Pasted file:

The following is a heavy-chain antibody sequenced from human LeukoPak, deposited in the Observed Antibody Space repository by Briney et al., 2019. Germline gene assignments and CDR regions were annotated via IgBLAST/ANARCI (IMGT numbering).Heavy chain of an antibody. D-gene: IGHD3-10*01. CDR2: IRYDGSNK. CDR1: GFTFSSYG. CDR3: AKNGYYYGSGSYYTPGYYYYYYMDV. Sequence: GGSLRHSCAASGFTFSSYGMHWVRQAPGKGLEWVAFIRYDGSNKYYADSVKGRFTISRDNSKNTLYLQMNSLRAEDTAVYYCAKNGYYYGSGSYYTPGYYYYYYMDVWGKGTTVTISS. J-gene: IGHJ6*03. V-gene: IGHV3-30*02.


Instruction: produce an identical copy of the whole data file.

The following is a heavy-chain antibody sequenced from human LeukoPak, deposited in the Observed Antibody Space repository by Briney et al., 2019. Germline gene assignments and CDR regions were annotated via IgBLAST/ANARCI (IMGT numbering).Heavy chain of an antibody. D-gene: IGHD3-10*01. CDR2: IRYDGSNK. CDR1: GFTFSSYG. CDR3: AKNGYYYGSGSYYTPGYYYYYYMDV. Sequence: GGSLRHSCAASGFTFSSYGMHWVRQAPGKGLEWVAFIRYDGSNKYYADSVKGRFTISRDNSKNTLYLQMNSLRAEDTAVYYCAKNGYYYGSGSYYTPGYYYYYYMDVWGKGTTVTISS. J-gene: IGHJ6*03. V-gene: IGHV3-30*02.